The Shape of Three Cities

Nearly every community, if not all, in the San Francisco Bay Area have adopted development standards codifed in their municipal codes as site development regulations and guidelines, precise plans or specific plans. Typically drafted by a team of design consultants, city boards and community stakeholders, these development standards are viewed as the map or blueprint for the shape of the community’s built environment and vary from community to community.

On the Peninsula, three contiguous city’s have very different development standards based either on building form, architectural style or design compatibility. Each commercial planning application is evaluated in terms of the specific requirements of these different standards. City planning staff, planning commissions and architectural review boards apply these standards to determine if a proposed project is compliant. Some standards are more objective, formulaic and easier to use than others that require a deeper understanding of the subjective nature of architecture.

Form based development standards take a measured, objective approach to design evaluation. The building must be no taller than the height limit, it must setback from the property line a prescribed distance and step back from the street above a certain height; it must be punctuated by rhythms of minor and major building modulations with precise widths and depths that extend to the sky, as well as, building breaks that create open space between building mass. Ground floors must have windows set back a defined number of inches from the exterior wall surface, not be longer than a certain dimension and comprise a certain percentage of the wall area or the project is non-compliant. The architectural style is not dictated thus allowing for many architectural expressions, provided all criteria in the form based standards are satisfied and checked off by planning staff.

Style based development standards take a formulaic, controlled approach to design evaluation. This method dictates not only some form based standards discussed above like height, setback and open space but go even further to determine the architectural style and execution of the proposed building. Depending on the area of the community where the building is located, the designer has the option of three architectural styles for instance: Neo-classical, Mediterranean or Art Deco. Once the style is selected, the height of the building’s base, building’s middle (body) and cornice size and projection are all predetermined. The location, depth, proportion and pattern of the windows is dictated by the standard. How colors are applied to the building and what architectural details can be used are also not left to chance, all predetermined for the designer. Is there any design subjectivity or personal expression left? Not really, but this makes it easier for the planning staff, planning commissions and architectural review boards to evaluate the proposals and not disrupt the community.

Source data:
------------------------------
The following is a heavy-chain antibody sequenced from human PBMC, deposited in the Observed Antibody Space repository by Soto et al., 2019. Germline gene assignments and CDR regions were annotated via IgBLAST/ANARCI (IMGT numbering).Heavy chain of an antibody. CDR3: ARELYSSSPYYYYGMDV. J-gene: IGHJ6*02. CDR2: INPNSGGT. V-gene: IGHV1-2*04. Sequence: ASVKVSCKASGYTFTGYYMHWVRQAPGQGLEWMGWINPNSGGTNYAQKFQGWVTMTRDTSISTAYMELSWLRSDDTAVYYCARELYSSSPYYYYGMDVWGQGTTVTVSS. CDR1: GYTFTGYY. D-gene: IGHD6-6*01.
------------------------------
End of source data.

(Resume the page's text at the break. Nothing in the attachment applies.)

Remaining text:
Compatibilty based development standards are more subjective but take into consideration how well the proposed building responds to the community’s goals, how it addresses the sidewalk, how the building creates active pedestrian areas and how it defines or reinforces open spaces. Architectural compatibility is measured by considering the building’s context, the rhythm of the street wall, the alignment of roof lines, canopies and cornices and the size, shape, proportion and location of windows and building entries. Compatibility also addresses our time, considering the market needs for certain kinds of space and the environmental and sustainability demands of our world. Compatibility does not address architectural style since different styles have co-existed since our cities began and can be mutually compatible. Evaluating a building based on a compatibility standard is much more difficult since there is no checklist of prescriptions or styles to check off, it is subjective and left up to the designer to present his or her project and demonstrate that it satisfies the standard of compatibility.

Quality design that responds to the goals, issues and problems of today is not about style based or form based site development requirements but rather compatibility should be the standard and within this framework buildings should be reviewed. It is more subjective and can take more time but the discussion that ensues between planning staff, commissions, review boards and the designers will make our communities a better place.

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